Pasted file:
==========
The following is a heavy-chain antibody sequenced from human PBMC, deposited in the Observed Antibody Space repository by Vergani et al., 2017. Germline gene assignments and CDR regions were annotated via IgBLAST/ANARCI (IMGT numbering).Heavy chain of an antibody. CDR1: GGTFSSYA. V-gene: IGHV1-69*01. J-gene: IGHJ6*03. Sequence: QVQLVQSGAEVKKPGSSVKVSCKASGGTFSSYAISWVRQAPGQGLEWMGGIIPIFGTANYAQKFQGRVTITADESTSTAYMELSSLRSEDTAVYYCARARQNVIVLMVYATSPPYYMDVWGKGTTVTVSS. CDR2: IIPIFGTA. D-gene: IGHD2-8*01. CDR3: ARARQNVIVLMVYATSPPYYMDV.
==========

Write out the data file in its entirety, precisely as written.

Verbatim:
The following is a heavy-chain antibody sequenced from human PBMC, deposited in the Observed Antibody Space repository by Vergani et al., 2017. Germline gene assignments and CDR regions were annotated via IgBLAST/ANARCI (IMGT numbering).Heavy chain of an antibody. CDR1: GGTFSSYA. V-gene: IGHV1-69*01. J-gene: IGHJ6*03. Sequence: QVQLVQSGAEVKKPGSSVKVSCKASGGTFSSYAISWVRQAPGQGLEWMGGIIPIFGTANYAQKFQGRVTITADESTSTAYMELSSLRSEDTAVYYCARARQNVIVLMVYATSPPYYMDVWGKGTTVTVSS. CDR2: IIPIFGTA. D-gene: IGHD2-8*01. CDR3: ARARQNVIVLMVYATSPPYYMDV.